Sometimes I wish there was an ancient or more poetic name for some of the places I visit, but in this case there isn't; so "River Little Ouse" (pronounced the same as "ooze") it has to be. It's a frequent companion on our wanderings as it winds its way through Breckland and the Thetford Forest, though on a fine spring day this stretch alongside Lakenheath Fen is as choice as any. Mind you, it can be a bleak place in mid-winter.
It's easy to spend all your time scanning the floodplains without paying much regard to the river itself. That would be a mistake.
That's not a log in the water but an otter, a bit of a speciality of this little stream. We spotted two of these secretive animals and apparently they have a family of young cubs, so we were told. They are mostly nocturnal so we were lucky to see these around nine in the morning.
The path runs along the top of the floodbank and at this time of year it's lined with bright yellow buttercups.
Cows, and the occasional bull, are grazed along here, though they generally stay on the lush grassland down by the river and rarely bother to climb up to the footpath.
Bully's on the extreme left of the group, if you're interested. With all those wives he's not bothered about you.
The relative smallness of the river, compared to its huge valley, was first noticed by Rev Osmond Fisher over 150 years ago. He convinced himself (but nobody else) that this was something to do with glaciation. Recently it's been shown that the sandy soil of Breckland was deposited in a large lake, formed by meltwater from the ice sheets which spread as far south as this at the end of the last Ice Age. The water from the lake eventually escaped down this valley, making it much larger as it went.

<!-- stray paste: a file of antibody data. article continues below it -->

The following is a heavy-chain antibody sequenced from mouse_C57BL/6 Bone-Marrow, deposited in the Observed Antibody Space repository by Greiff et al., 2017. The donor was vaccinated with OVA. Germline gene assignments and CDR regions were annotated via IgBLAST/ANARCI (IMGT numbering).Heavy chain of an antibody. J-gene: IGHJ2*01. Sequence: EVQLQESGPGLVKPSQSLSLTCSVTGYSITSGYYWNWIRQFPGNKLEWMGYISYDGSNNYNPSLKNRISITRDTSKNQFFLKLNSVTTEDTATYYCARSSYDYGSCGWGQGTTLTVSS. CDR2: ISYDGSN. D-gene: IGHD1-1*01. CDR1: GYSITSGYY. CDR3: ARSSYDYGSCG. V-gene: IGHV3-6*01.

The skies were not as threatening as they look in the above photo. However it's time to turn away from the Little Ouse and make our way back through the reedbeds of Lakenheath Fen.
A Greylag Goose had some goslings hidden away in the thick green reeds.
The wide skies continued to entertain as we wound our way back.
Some of you were in the right general area. In 2008 the Salthouse Annual Art Exhibition, which takes place in the church, organised a Sculpture Trail. It was some 14 miles (22.5 Km) in length and had a mixture of permanent and temporary exhibits. After fourteen years this is the only one left. It's called Monument to Salthouse Mariners and is made from parts of the old sea defences. Here's what it looked like in its prime:
As usual when searching, I found out something that had never occurred to me. These ports, even when the river channel was fully navigable, must have been incredibly difficult harbours to get in and out of. This was actually an advantage, as pirates, who were unfamiliar with the idiosyncrasies of the currents and sandbanks, could not gain access.